Monday afternoon a few weeks ago.
A little before 4 pm. I get a call informing me that I am fired.
Moments such as this can be dizzying. There are a couple things in life that create the feeling suddenly of having no ground beneath you. Your spouse or lover says,, “Divorce.” Your doctor says, “Cancer.” Your mom says about your dad, “Dead.” Your boss or someone above him or her says, “Fired.”
It was like the first time I stepped onto the ice at the temporary ice rink at Burns Park in brand new used hockey skates. I fought to keep my balance, doing a little dance as I tried desperately to make my skates stop skating and stay put on the ice. The harder I fought, the faster my feet slid from under me. And I fell.
The words, “You’re fired,” are like that last little push as you try to make your skates grab an edge and take hold. Much like being on ice, it can be just as hard to get back up.
This isn’t the first time I have been in this position. Lucky for me. I’ve felt the same bewilderment, confusion, hurt and anger before. Perhaps so many times that this time most of the edge of being fired quickly fell away. The anger was still there, for sure, but I also felt a sort of calm detachment as I ticked off a checklist of what needed to be done immediately: update resume, notify network, hit the job websites, set up appointments to talk with people about new job possibilities. I became hyper-focused on what to do next. In the moment the management notified me of my forced departure, I left the job and became so disconnected it was like I had simply walked through an opening and closed the door.
Tasks and projects in which I was involved no longer mattered. The goals and mission of the company I was formerly a part of suddenly became someone else’s focus. But then I worried about the people I was mentoring. Who would watch over them?
The knife in my back was that I was expected to work as if nothing had changed for a time and I was not allowed to notify anyone outside of management if I wanted to receive my severance salary. It was if they were saying, “By the way, since you’re down take this. We might as well make it harder to get up again.”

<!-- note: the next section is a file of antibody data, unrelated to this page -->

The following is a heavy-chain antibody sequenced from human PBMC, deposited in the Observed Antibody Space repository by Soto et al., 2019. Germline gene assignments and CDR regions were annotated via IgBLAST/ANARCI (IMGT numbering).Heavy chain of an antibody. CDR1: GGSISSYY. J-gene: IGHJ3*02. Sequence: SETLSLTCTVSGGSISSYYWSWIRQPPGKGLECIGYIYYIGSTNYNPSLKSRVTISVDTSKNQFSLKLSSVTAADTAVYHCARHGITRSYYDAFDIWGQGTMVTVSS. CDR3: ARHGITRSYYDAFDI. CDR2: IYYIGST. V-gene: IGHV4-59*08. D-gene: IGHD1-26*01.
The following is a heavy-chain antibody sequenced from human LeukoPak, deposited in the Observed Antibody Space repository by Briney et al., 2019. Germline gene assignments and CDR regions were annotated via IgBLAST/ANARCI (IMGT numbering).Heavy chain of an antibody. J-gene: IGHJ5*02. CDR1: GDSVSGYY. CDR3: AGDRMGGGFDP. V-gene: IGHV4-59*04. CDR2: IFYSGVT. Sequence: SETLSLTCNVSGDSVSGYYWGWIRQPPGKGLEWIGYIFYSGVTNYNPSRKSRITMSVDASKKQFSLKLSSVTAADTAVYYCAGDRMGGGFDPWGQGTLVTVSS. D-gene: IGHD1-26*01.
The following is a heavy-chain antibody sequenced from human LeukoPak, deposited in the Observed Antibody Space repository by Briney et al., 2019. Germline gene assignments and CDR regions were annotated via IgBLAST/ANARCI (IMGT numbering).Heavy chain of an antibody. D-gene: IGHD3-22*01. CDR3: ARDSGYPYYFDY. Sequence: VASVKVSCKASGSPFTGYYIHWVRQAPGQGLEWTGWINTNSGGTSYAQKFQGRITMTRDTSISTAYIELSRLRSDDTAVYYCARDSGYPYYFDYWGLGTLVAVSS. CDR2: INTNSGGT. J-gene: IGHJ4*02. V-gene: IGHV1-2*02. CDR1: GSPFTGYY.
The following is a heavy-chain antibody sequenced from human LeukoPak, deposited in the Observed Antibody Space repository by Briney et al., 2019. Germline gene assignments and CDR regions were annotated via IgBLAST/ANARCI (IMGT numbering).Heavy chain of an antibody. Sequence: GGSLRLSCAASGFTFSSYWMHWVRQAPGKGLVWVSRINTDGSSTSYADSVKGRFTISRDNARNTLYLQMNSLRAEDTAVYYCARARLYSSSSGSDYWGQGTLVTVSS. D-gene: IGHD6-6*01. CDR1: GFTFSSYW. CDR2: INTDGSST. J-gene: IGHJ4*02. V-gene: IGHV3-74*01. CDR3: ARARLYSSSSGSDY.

It took a couple weeks for the black clouds of another job loss and the depression that accompanies it to settle in. My wife noted a change in my mood. I went to my journal and could only write dark things. I used words like “hopeless,” “sadness” “despair” in trying to decipher my feelings. It’s easy to feel that this moment will be the way it always will be. What’s worse is that the sadness morphs into a giant hairball of despair as I began to apply this one event, this loss of a job, to failures in every other aspect of my life. The one raincloud became a massive trough.
It took a couple days to dig out.
In the grand scheme of our lives, bad things happen. Like many, I’ve faced my share of challenges and setbacks. The tapestry of my life is rife with snags and tears as well as long stretches of beauty. Mine is no different than others’.
I tried to look at this sudden event as an opportunity. I don’t always believe things happen for a reason nor do I believe in spending all of my time trying to figure out a reason for everything. Sometimes things just happen. I’m sure I bear responsibility for not meeting the expectations of the management and this led to my firing. I also believe that management is often dysfunctional and in this case they were overbearing, narrow-sighted pricks. I did a lot of good in this job.
In the days and weeks following my firing, I began to articulate that I had felt for a long time that my ladder was on the wrong wall. Things felt “off” but I wasn’t able to say exactly what I should be doing differently in life. I do believe that everything we do leads in some way to the next good thing, if we are aware and have the courage to take risks. This is a time to take a long view and decide what direction will be the most fulfilling for me over the next five, 10, 20 years. This will involve embracing some risk.
I don’t want to do what I’ve always done. I want to make this a chance to do something authentic that uses my skills and challenges me. It would be easy to slide back into doing the same things with a new company. And then face the same uncertainty and dark clouds again.
You remain where you are unless you change. I’m aware just how hard our brains work to resist change. I hope to have the self awareness to forge the kind of refashioning that will make this firing not simply another step in sticking with the familiar but a step toward evolution.